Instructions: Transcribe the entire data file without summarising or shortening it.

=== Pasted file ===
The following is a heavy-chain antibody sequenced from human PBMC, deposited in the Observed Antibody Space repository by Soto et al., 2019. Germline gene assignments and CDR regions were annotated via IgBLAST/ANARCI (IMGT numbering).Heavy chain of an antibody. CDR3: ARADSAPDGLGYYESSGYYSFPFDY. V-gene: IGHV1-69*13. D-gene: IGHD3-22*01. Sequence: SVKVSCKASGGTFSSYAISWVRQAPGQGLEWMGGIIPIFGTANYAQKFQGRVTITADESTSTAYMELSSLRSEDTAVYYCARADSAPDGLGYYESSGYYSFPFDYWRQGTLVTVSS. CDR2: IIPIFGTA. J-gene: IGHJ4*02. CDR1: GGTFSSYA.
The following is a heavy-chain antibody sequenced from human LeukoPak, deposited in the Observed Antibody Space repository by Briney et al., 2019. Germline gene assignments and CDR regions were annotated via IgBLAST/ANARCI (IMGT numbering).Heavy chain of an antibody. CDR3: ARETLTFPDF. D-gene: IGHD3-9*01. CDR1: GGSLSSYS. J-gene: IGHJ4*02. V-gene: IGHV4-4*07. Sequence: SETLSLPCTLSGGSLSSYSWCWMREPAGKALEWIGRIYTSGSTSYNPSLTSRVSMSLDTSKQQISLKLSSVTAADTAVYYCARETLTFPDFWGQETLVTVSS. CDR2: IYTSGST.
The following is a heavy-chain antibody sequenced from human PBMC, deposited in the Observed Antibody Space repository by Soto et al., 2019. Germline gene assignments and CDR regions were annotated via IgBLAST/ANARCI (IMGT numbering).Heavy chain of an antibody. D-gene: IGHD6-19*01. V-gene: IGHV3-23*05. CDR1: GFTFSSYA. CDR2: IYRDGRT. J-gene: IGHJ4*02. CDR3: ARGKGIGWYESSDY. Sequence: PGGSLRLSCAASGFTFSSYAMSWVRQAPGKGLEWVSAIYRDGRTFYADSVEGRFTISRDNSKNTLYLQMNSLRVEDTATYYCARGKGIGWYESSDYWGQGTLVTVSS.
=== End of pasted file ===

The following is a heavy-chain antibody sequenced from human PBMC, deposited in the Observed Antibody Space repository by Soto et al., 2019. Germline gene assignments and CDR regions were annotated via IgBLAST/ANARCI (IMGT numbering).Heavy chain of an antibody. CDR3: ARADSAPDGLGYYESSGYYSFPFDY. V-gene: IGHV1-69*13. D-gene: IGHD3-22*01. Sequence: SVKVSCKASGGTFSSYAISWVRQAPGQGLEWMGGIIPIFGTANYAQKFQGRVTITADESTSTAYMELSSLRSEDTAVYYCARADSAPDGLGYYESSGYYSFPFDYWRQGTLVTVSS. CDR2: IIPIFGTA. J-gene: IGHJ4*02. CDR1: GGTFSSYA.
The following is a heavy-chain antibody sequenced from human LeukoPak, deposited in the Observed Antibody Space repository by Briney et al., 2019. Germline gene assignments and CDR regions were annotated via IgBLAST/ANARCI (IMGT numbering).Heavy chain of an antibody. CDR3: ARETLTFPDF. D-gene: IGHD3-9*01. CDR1: GGSLSSYS. J-gene: IGHJ4*02. V-gene: IGHV4-4*07. Sequence: SETLSLPCTLSGGSLSSYSWCWMREPAGKALEWIGRIYTSGSTSYNPSLTSRVSMSLDTSKQQISLKLSSVTAADTAVYYCARETLTFPDFWGQETLVTVSS. CDR2: IYTSGST.
The following is a heavy-chain antibody sequenced from human PBMC, deposited in the Observed Antibody Space repository by Soto et al., 2019. Germline gene assignments and CDR regions were annotated via IgBLAST/ANARCI (IMGT numbering).Heavy chain of an antibody. D-gene: IGHD6-19*01. V-gene: IGHV3-23*05. CDR1: GFTFSSYA. CDR2: IYRDGRT. J-gene: IGHJ4*02. CDR3: ARGKGIGWYESSDY. Sequence: PGGSLRLSCAASGFTFSSYAMSWVRQAPGKGLEWVSAIYRDGRTFYADSVEGRFTISRDNSKNTLYLQMNSLRVEDTATYYCARGKGIGWYESSDYWGQGTLVTVSS.